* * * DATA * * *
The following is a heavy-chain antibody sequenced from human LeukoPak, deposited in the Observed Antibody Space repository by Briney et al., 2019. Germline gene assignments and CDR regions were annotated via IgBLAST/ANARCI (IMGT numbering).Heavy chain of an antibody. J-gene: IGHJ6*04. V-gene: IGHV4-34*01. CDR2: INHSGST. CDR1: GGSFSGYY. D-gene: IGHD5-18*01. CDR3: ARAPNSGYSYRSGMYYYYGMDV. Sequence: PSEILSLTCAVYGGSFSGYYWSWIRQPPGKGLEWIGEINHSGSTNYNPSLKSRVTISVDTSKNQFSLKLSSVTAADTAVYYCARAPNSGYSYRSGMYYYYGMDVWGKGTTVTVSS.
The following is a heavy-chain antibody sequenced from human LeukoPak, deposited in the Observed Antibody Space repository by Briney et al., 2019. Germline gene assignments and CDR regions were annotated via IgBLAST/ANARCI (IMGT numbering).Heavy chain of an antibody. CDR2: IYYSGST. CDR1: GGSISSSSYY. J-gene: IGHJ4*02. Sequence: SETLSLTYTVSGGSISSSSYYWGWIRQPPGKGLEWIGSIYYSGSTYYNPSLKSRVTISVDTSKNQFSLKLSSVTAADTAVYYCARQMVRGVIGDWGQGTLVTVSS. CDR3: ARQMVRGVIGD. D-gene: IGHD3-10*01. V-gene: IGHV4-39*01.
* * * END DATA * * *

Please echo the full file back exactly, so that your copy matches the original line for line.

The following is a heavy-chain antibody sequenced from human LeukoPak, deposited in the Observed Antibody Space repository by Briney et al., 2019. Germline gene assignments and CDR regions were annotated via IgBLAST/ANARCI (IMGT numbering).Heavy chain of an antibody. J-gene: IGHJ6*04. V-gene: IGHV4-34*01. CDR2: INHSGST. CDR1: GGSFSGYY. D-gene: IGHD5-18*01. CDR3: ARAPNSGYSYRSGMYYYYGMDV. Sequence: PSEILSLTCAVYGGSFSGYYWSWIRQPPGKGLEWIGEINHSGSTNYNPSLKSRVTISVDTSKNQFSLKLSSVTAADTAVYYCARAPNSGYSYRSGMYYYYGMDVWGKGTTVTVSS.
The following is a heavy-chain antibody sequenced from human LeukoPak, deposited in the Observed Antibody Space repository by Briney et al., 2019. Germline gene assignments and CDR regions were annotated via IgBLAST/ANARCI (IMGT numbering).Heavy chain of an antibody. CDR2: IYYSGST. CDR1: GGSISSSSYY. J-gene: IGHJ4*02. Sequence: SETLSLTYTVSGGSISSSSYYWGWIRQPPGKGLEWIGSIYYSGSTYYNPSLKSRVTISVDTSKNQFSLKLSSVTAADTAVYYCARQMVRGVIGDWGQGTLVTVSS. CDR3: ARQMVRGVIGD. D-gene: IGHD3-10*01. V-gene: IGHV4-39*01.